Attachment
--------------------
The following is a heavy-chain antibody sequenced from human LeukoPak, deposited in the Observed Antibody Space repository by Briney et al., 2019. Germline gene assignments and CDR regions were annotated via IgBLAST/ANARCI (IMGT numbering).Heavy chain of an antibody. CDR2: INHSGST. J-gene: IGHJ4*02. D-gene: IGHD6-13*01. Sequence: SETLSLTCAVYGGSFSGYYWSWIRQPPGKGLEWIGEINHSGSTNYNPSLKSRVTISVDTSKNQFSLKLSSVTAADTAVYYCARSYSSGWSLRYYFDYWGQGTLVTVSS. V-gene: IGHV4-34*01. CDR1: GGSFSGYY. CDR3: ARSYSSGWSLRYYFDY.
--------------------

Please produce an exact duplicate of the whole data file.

The following is a heavy-chain antibody sequenced from human LeukoPak, deposited in the Observed Antibody Space repository by Briney et al., 2019. Germline gene assignments and CDR regions were annotated via IgBLAST/ANARCI (IMGT numbering).Heavy chain of an antibody. CDR2: INHSGST. J-gene: IGHJ4*02. D-gene: IGHD6-13*01. Sequence: SETLSLTCAVYGGSFSGYYWSWIRQPPGKGLEWIGEINHSGSTNYNPSLKSRVTISVDTSKNQFSLKLSSVTAADTAVYYCARSYSSGWSLRYYFDYWGQGTLVTVSS. V-gene: IGHV4-34*01. CDR1: GGSFSGYY. CDR3: ARSYSSGWSLRYYFDY.